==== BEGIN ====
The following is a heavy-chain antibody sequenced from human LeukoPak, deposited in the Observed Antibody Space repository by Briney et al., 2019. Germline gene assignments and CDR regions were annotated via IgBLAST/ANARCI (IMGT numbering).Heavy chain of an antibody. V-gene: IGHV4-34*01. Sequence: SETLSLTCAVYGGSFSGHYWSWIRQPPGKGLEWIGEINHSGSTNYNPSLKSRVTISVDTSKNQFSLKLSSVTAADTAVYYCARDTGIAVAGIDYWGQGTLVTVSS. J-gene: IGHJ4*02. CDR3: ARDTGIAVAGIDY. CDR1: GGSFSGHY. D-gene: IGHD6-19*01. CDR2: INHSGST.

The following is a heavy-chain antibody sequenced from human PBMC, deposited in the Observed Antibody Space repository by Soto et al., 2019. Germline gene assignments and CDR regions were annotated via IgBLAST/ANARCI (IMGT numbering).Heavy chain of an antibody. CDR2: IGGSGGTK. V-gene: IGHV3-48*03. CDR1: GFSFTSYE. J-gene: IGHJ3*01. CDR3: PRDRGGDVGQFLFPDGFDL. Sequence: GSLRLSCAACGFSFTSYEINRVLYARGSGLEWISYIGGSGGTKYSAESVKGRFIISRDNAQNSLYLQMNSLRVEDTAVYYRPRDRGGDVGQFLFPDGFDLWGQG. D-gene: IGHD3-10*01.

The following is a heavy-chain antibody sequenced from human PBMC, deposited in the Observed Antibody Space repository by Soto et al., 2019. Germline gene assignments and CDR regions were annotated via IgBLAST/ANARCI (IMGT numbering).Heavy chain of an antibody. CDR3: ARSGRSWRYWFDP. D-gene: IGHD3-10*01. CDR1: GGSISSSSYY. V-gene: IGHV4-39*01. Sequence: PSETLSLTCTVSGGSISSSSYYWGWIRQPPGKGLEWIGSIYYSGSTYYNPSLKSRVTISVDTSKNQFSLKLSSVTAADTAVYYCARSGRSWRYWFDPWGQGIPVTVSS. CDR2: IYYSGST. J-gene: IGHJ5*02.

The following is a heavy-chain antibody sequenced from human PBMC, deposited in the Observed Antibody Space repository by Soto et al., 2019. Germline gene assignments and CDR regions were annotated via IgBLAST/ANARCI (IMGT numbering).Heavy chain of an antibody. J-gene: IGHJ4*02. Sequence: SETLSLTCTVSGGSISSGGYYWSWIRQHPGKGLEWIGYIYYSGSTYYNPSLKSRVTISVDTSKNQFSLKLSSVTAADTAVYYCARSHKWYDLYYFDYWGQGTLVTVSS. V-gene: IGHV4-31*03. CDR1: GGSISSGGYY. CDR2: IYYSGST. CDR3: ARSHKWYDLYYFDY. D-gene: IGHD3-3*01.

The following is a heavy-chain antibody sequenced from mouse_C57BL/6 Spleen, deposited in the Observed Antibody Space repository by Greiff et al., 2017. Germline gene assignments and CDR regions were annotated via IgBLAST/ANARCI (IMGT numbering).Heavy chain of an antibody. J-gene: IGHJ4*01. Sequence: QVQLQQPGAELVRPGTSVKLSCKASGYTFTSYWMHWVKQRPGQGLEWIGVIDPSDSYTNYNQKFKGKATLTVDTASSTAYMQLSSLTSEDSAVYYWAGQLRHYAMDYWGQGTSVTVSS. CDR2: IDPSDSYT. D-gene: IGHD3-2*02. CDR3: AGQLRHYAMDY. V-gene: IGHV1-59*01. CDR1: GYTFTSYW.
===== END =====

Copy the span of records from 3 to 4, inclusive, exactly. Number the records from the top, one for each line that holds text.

The following is a heavy-chain antibody sequenced from human PBMC, deposited in the Observed Antibody Space repository by Soto et al., 2019. Germline gene assignments and CDR regions were annotated via IgBLAST/ANARCI (IMGT numbering).Heavy chain of an antibody. CDR3: ARSGRSWRYWFDP. D-gene: IGHD3-10*01. CDR1: GGSISSSSYY. V-gene: IGHV4-39*01. Sequence: PSETLSLTCTVSGGSISSSSYYWGWIRQPPGKGLEWIGSIYYSGSTYYNPSLKSRVTISVDTSKNQFSLKLSSVTAADTAVYYCARSGRSWRYWFDPWGQGIPVTVSS. CDR2: IYYSGST. J-gene: IGHJ5*02.

The following is a heavy-chain antibody sequenced from human PBMC, deposited in the Observed Antibody Space repository by Soto et al., 2019. Germline gene assignments and CDR regions were annotated via IgBLAST/ANARCI (IMGT numbering).Heavy chain of an antibody. J-gene: IGHJ4*02. Sequence: SETLSLTCTVSGGSISSGGYYWSWIRQHPGKGLEWIGYIYYSGSTYYNPSLKSRVTISVDTSKNQFSLKLSSVTAADTAVYYCARSHKWYDLYYFDYWGQGTLVTVSS. V-gene: IGHV4-31*03. CDR1: GGSISSGGYY. CDR2: IYYSGST. CDR3: ARSHKWYDLYYFDY. D-gene: IGHD3-3*01.